All too frequently students who are gifted are bored in classes and become disruptive or passive aggressive. This can result in negative feelings for all concerned and it leaves a parent in the position of not knowing whom to trust. This is especially troubling as funding for gifted programs dries up in the quest for meeting NCLB criteria. There are categories for a lot of special subgroups, but the gifted is not one of them. So money and resources are spent elsewhere.
Too bad. According to research by William Sanders, gifted students need more help to learn. A majority of those in the Tennessee study failed to achieve at their potential. In other words, they need the same type of assistance and resources as special education students as a greater percentage of low achieving students made satisfactory gains than high achieving students. Sanders found that only one in five effective teachers work well with high achieving students.
No doubt NCLB has hurt the gifted more than any other group as that ill advised program takes needed resources from them under the assumption that the gifted can learn regardless, as district seek to meet minimum goals.
The Impossible Range
Studies have shown that some teachers are not making modifications to the curriculum of gifted students and are simply adding on more work. Creating a differentiated curriculum takes time and must be constantly updated. With class sizes in many larger states well over 30 students this is not easy to do. It also makes a clear case for streaming in some regards so as resources can be pooled. However, the problem with streaming, outside of the possible social problems it can create, is the wide ranging interests of gifted students and the wide range of gifted classification. No other group has such a huge variation with those classified as gifted on standardized tests having a possible IQ range of over 60 points. No other group comes close. So although the numbers of students is less in the gifted range, the degree of differences in abilities is immense. No wonder one of the traits of an exceptional teacher of the gifted is to have a wide variety of interests and a passion for learning. He or she needs it to be able to tempt a tremendous range of gifted students with new ideas and promote new explorations.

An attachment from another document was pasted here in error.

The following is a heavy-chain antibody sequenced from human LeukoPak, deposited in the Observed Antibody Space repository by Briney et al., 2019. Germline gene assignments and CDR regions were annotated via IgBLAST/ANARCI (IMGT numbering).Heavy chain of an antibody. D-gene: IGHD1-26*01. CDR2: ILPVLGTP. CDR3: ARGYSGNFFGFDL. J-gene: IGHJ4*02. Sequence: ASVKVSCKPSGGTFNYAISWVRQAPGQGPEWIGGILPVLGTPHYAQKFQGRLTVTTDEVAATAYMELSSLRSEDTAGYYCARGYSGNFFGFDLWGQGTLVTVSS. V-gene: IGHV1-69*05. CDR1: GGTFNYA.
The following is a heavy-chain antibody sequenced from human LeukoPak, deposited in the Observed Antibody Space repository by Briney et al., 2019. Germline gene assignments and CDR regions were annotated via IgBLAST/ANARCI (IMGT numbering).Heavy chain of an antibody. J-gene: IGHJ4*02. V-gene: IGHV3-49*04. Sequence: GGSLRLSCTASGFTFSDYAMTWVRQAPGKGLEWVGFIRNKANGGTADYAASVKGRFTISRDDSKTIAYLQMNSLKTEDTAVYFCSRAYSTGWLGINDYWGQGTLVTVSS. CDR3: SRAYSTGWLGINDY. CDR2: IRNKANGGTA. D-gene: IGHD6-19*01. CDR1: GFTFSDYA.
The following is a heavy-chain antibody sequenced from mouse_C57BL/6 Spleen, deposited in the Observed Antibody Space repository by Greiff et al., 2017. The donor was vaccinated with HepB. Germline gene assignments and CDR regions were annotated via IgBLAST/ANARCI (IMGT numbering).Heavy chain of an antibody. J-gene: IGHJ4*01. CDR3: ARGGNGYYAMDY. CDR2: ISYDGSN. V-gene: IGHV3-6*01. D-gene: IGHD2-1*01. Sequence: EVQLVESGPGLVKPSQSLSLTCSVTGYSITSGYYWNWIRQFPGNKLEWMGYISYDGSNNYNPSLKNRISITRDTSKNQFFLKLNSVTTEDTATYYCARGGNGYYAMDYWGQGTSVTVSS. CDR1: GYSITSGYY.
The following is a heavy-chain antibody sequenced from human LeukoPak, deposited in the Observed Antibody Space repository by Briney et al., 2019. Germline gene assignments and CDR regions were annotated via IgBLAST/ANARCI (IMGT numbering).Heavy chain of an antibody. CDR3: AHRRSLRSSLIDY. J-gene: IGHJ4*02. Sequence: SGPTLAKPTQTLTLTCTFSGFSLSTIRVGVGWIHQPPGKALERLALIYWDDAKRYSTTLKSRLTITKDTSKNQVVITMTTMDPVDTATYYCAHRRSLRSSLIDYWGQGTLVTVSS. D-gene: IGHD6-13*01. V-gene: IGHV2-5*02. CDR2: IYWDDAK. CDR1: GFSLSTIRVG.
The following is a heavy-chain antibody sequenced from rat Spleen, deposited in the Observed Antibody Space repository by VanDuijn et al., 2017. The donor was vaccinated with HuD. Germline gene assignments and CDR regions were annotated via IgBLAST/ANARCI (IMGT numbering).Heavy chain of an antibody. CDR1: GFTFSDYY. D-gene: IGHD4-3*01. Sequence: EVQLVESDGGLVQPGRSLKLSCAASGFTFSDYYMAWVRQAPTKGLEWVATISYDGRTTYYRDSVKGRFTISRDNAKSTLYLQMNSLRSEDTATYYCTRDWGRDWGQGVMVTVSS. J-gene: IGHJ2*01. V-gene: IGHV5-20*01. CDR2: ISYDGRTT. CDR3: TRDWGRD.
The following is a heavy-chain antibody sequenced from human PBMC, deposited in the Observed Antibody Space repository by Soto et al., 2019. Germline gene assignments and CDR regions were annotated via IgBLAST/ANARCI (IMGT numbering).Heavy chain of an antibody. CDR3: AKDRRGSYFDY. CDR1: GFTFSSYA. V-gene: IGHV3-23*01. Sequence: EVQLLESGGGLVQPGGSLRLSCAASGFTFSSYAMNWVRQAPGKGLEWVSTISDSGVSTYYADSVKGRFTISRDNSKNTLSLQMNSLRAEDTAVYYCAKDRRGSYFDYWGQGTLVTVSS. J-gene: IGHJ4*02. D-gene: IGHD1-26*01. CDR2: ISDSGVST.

The most at risk students in the nation are the gifted. The No Child Left Behind legislation almost assures that this shall continue as schools spend scarce resources on those with the lower IQ scores in an effort to be on the good side of the government’s academic ledger.
Secondly, there is a need to have teachers to have the best professional development given by those teachers who have been successful. Professional development works best when a teacher can make a connection to his or her own classroom.
Next, funding for teaching of the gifted should be at the same level as any other group.
Finally, the parents of gifted students must continue to take the time to supplement their child’s education. Studies have shown that IQ scores change over time and that the home environment can make a large difference in this. Thus it is both genetics and the home environment that can help create a young citizen ready for society and the ability to leave the shelter and safety of what is known for the changing demands of civilization.
The end of programs to help these special student and the mandates of NCLB could well spend the death knell of gifted programs. It is up to each parent and teacher impacted to let their school districts and legislators know what they are in danger of losing.
Alan Haskvitz teaches at Suzanne Middle School in Walnut, Calif., and makes staff development presentations nationwide. In addition, he serves as an audio-visual evaluator and design consultant for his county department of education; a tutor to multi-cultural students in English and art; and an Internet consultant.
Haskvitz's career spans more than 20 years. He has taught every grade level and core subject, has been recognized repeatedly for innovative teaching and has received the following honors, among many:
USA Today All Star Teacher
100 Most Influential Educators
Reader's Digest Hero in Education
Learning Magazine's Professional Best
National Middle Level Teacher of the Year
National Exemplary Teacher
Christa McAuliffe National Award
Robert Cherry International Award for Great Teachers
In addition, Haskvitz publishes articles on successful educational practices and speaks at conferences. He has served on seven national committees and boards.
Haskvitz maintains credentials and training in special and gifted education, history, administration, bilingual education, journalism, English, social studies, art, business, computers, museumology and Asian studies. He holds these credentials for Canada, New York and California. His experience also includes staff development, gifted curriculum design, administration, community relations and motivation. His background includes 10 years of university education.
As a teacher, Haskvitz's curriculum increased CAP/CLAS test scores from the 22nd percentile to the 94th percentile, the largest gain in California history. In addition, Haskvitz and his students work continuously to improve their school and community. His students' work is often selected for awards in competitions in several subject areas. For more details about Alan and his students' work, visit his page on the Educational Cyber Playground.